On 14 June, the Mistress attended a “Mudlarking” lecture and luncheon for Consorts at Cutlers’ Hall. Mudlarking is scouring the riverbed at low tide looking for long lost items, with history dating back to Victorian times. Today, mudlarking is a hobby rather than an occupation, with participants looking for items of archaeological rather than monetary value. It could be addictive!
Then, on 16 June, the Mistress and I flew BA from London City to Glasgow for the London Livery Weekend. 107 London Livery and other companies were represented. On our plane were the Lord Mayor, Lady Mayoress, both Sheriffs and their consorts, and a number of Masters and Mistresses. We must have represented their largest group on the plane, and thank goodness there was no mishap – it would have been a civic disaster!
In Glasgow we had an action-packed programme including a formal dinner at the Trades Hall on the first evening, travelling from the hotel by coach. We were delayed because of a collision between two cars which closed the main road for about 20 minutes. Finally we reached the Robert Adam designed venue for a reception and dinner hosted by the Deacon Convener and the Incorporations of the City.
The next day, we were entertained by a visit to the only Charles Rennie Mackintosh church in existence, Mackintosh Queens Cross. The architecture is extraordinary, with every detail designed by the architect. Almost filling the interior was a travelling installation, Gaia, a huge inflatable globe which had previously been placed in the Painted Hall in Greenwich amongst other venues.
On the way to visit the tall ship Glenlee, we managed to stop off in the Riverside transport museum. A 1930s Lagonda with the initials of the Mistress made her day.
The tall ships, made in the shipyards of Glasgow were central to the development of international trade and financial success of the city. The Glenlee has been used as a training ship by the Spanish navy for many years before being repatriated. It is in remarkably good condition after extensive restoration, but maintenance is an ongoing issue. We had a light sandwich lunch on board before re-joining our coach to set off for the Burrell Collection.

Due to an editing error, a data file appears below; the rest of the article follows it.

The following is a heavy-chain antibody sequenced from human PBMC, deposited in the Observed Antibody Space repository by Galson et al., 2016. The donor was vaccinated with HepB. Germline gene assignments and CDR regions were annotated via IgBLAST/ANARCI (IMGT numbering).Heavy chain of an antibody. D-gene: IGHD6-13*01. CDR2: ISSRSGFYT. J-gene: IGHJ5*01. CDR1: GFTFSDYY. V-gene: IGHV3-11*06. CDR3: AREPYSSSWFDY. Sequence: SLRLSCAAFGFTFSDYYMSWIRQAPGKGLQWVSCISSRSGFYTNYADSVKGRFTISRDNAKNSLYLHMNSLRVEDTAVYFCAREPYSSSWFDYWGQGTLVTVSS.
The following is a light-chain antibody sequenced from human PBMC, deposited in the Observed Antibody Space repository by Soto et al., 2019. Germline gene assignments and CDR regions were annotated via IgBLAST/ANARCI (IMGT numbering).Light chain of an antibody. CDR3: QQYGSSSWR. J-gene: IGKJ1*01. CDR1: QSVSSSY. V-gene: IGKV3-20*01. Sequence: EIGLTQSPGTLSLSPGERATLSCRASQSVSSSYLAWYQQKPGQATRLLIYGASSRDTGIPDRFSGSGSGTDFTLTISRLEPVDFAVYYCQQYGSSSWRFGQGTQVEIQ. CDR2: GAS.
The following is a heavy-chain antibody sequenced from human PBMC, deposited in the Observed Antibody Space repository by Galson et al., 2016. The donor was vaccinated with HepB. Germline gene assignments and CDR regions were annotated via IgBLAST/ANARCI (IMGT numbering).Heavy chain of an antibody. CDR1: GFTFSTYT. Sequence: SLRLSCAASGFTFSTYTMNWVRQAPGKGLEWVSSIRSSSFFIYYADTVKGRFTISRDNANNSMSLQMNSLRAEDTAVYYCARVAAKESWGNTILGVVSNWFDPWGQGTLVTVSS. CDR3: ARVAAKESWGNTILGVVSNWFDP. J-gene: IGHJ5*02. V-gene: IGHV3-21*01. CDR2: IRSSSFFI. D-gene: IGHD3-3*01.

The Burrell collection is remarkable. Situated just outside Glasgow in a purpose-built modern museum building, it is the legacy of one man. Sir William Burrell was an eclectic collector with great taste and the money to indulge in buying the best art and artefacts available. He had certain favorites, and Auguste Rodin was a much-loved sculptor leading to the acquisition of a large number of bronze casts. The massive roman Warwick vase from Hadrian’s Villa, made in the 2nd century and placed centrally in the entrance lobby gives a flavour of the ambition expressed in this collection! There was not enough time to do it justice, so we will have to go back.
After a short coach ride back to the city, we got ready for the main reception and dinner which was held in the spectacular City Chambers. We were all amazed by the grandeur of the location, and equally surprised that the Prosecco ran dry before the end of the reception! Beer and whisky were provided and proved fine alternatives.
The Lord Mayor gave a fascinating speech on the links between the 18 Incorporations of the Trades House of Glasgow and the London Livery Companies. Our Company is most closely associated with the Wrights whose number have included Sir William Burrell, founder of the Burrell Collection, Sir William Arrol, who built the Forth Railway Bridge and London’s Tower Bridge, and John Keppie, mentor to Charles Rennie Mackintosh.
The next day we went by coach to Glasgow Cathedral for a morning service and sandwich luncheon, before taxiing back to the airport and a flight home. Our flight was delayed because of poor weather earlier in the day, and the cancellation of some of earlier flights, but we eventually reached London City ready for a few hours of down time! It was a very busy and exhilarating weekend.